Scripting languages like Chef and Puppet have their roots in pre-cloud days and are great tools to describe our desired infrastructure. But as we buy more of our infrastructure as services, scripting our desires is going to mean less and less and therefore the old tools that were suitable for the days of full stack control are not going to cut it anymore.
Additionally, as the number of external dependencies in the new datacenter grows the probability of your scripts breaking grows with it. As we lose full control over the entire stack, we are going to risk being more exposed to unwanted and unannounced changes we are not prepared for.
Because of these shifts since the release of these scripting language tools, we take on a significant business risk by trying to build our private PaaS on a foundation of quicksand.
Counting the cost of private PaaS
When planning a private PaaS solution, there are three options available. Let's examine each one to find the one that best fits your needs by looking at the benefits and costs of each one.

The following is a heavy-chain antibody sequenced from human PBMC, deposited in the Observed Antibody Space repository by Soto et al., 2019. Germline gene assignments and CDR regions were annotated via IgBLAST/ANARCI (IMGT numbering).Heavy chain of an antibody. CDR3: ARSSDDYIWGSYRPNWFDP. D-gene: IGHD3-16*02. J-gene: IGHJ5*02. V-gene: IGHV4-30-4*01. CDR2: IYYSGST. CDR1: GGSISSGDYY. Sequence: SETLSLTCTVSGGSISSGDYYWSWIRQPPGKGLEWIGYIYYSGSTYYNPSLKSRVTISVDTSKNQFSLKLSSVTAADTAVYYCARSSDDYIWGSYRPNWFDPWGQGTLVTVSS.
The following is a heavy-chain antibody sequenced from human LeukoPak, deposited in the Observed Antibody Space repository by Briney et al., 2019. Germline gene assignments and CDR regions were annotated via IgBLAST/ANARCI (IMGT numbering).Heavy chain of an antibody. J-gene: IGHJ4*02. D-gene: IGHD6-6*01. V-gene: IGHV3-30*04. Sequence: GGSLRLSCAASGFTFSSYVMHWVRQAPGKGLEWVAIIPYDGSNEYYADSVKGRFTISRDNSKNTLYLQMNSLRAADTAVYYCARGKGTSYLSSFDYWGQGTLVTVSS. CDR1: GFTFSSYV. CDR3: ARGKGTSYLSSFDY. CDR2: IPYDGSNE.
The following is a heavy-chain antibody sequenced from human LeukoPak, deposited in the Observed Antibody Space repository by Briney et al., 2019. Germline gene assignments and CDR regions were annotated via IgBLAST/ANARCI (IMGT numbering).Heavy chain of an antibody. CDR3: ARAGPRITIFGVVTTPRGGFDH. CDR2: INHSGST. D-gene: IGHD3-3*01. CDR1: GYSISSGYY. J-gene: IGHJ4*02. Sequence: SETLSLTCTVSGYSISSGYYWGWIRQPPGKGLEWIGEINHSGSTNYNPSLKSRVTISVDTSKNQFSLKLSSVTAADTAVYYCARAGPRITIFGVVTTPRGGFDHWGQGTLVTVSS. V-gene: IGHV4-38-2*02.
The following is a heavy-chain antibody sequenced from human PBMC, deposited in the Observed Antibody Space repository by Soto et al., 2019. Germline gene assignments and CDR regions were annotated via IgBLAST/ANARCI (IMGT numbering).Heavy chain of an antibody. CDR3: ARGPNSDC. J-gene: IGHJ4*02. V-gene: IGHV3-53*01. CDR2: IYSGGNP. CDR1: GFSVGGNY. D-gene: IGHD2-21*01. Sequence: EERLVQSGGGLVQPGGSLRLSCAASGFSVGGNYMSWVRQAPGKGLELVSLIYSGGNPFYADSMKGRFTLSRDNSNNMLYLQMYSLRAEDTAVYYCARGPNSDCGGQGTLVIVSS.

Option 1: In-House Built DIY container-based PaaS
The first option is to build a complete DIY container-based PaaS internally. While this provides the most flexibility regarding tool selection and workflow customization, it is also the most costly. Teams will be required to select solutions, install, and integrate a variety of tools and libraries across all but the first two layers of the PaaS:
Est cost: The average devops engineer averages $105k USD x 2-4 engineers = $210-420k, not including licensing and support costs of selected tools and continuing maintenance costs.
- Fully customized to your company's needs
- Can utilize existing hardware infrastructure or cloud provider relationships
- Large up-front cost
- Longer time-to-completion
- Likely distraction from core business/product strategy
Option 2: Private container-based PaaS
The second option is to seek out a private PaaS solution that offers most of the foundational layers but still require some customization to add application workflow support:
Tools such as Google's Kubernetes, Pivotal's CloudFoundry, and RedHat's OpenShift offer this style of solution. The amount of customization required to meet the needs of your team will vary across these products. However, they generally offer the most flexibility while reducing the amount of work required by building an in-house DIY PaaS.